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The Brothers Grimm

August 26, 2005

Terry Gilliam’s new one is clumsy, overcrowded and kind of charming. I hear Harvey from Miramax sent someone to go and block the camera if Gilliam went through with his plant to shoot Matt Damon with a prosthetic nose on his face. Dunno if it’s true, but I’d believe it. This doesn’t feel like a film that resulted from a singular vision or a smooth production. Even if we account for Gilliam’s visions alone, we’re hardly dealing with a consistent voice for the picture.

In a way, The Brothers Grimm might be his new Time Bandits, what with its cult-classic potential and its comedic and adventurous gems buried like kidnapped children in a forest packed with distractions, errant characters and obnoxious pleas for attention. Peter Stormare is rapidly becoming a catalog of cartoon characters (Minority Report, Constantine) and Jonathan Pryce’s role in the hands of anyone else would have been a gaudy and annoying imposition. (To this day, I think he wants me to buy a Lexus.) On the one hand, I know I laughed at these cultural caricatures sometimes, but on the other hand I was actually sorry to see them come back on the scene (more than once) when the story finally found it’s momentum at the beginning of the third act. This film would’ve been a great romp if a whole third of its ingredients had been stripped right out to make room for the Brothers Grimm.

Matt Damon and especially Heath Ledger play against type and against a lot of Hollywood buddy standards here and, particularly near the end, are a lot of fun to watch. They’ve got a great rapport and a dynamic that’s intriguingly strange and sometimes believably unpleasant. Best of all, they’re quaintly (and sometimes obviously) funny, if you can spot them buried two or three layers down in the audio mix or standing behind the myriad other, lesser characters stomping across the stage here.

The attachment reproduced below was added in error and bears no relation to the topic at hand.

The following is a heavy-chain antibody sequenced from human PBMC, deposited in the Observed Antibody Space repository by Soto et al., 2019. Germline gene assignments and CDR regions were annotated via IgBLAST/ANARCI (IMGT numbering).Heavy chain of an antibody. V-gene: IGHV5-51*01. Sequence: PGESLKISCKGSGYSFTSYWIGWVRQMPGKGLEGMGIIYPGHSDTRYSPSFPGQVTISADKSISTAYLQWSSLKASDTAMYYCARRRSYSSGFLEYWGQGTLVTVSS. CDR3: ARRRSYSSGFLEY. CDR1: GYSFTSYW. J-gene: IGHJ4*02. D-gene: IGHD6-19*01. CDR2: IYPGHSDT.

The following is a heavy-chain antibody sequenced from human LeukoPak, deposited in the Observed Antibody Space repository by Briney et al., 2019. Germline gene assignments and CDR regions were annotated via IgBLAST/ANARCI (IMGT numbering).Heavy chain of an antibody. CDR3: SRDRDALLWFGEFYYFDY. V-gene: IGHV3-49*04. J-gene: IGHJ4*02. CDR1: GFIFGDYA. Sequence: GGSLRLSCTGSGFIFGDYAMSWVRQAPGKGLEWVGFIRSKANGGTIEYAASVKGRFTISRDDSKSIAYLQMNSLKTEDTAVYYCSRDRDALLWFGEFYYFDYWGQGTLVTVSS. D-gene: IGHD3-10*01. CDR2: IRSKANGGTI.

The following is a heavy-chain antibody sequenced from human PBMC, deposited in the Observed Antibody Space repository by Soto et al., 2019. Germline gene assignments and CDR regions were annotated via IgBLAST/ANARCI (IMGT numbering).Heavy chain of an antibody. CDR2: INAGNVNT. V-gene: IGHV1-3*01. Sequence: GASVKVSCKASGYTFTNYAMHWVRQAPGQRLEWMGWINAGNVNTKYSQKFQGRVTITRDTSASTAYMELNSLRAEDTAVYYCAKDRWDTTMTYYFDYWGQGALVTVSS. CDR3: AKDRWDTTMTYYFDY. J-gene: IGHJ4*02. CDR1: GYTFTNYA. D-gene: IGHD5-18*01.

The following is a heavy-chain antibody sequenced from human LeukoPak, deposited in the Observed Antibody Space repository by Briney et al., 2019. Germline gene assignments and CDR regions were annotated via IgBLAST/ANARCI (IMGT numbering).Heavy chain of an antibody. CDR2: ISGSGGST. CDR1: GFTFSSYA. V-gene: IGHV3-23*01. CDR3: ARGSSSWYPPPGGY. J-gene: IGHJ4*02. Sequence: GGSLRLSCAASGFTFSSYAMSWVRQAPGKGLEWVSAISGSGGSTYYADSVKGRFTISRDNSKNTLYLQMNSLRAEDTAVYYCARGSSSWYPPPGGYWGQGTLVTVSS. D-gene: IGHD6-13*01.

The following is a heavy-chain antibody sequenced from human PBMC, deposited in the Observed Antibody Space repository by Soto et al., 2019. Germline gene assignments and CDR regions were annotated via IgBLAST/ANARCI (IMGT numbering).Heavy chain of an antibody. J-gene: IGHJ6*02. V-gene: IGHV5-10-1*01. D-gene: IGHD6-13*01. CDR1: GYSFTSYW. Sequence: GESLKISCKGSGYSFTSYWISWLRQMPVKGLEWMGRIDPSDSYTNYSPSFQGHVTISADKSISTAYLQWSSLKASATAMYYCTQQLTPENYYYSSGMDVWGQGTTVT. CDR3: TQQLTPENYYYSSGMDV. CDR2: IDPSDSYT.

On top of that, there are some entertaining fantasy elements to enjoy. If you like European folklore, twisted Germanic castles, slanted ruins buried in leaves and menageries of weird monsters without exposition, there’s plenty to like in here. If you’re a D&D or Warhammer player, you may find a lot of the movie feels like a game session: lively, convoluted, loud and confused, with the delight that comes from in-the-moment gags and crazy plans. (More on this later.) But don’t forget that it’s also jerky, wildly inconsistent, often stymied and disappointing at regular intervals.

But then there’s a bit with a kitten that must have had just the most marvelous stage direction in the screenplay.

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2 comments

  1. Don’t forget Karl Hungus dude.


  2. I saw Brothers Grimm about a year and a half ago at one of those, “Hey you, watch this movie for free and fill out a quiz after so we can figure out if we’ve screwed ourselves on it” things. I’m relieved to hear the kitten made it in, I was fairly sure it was going to get left on the cutting room floor…



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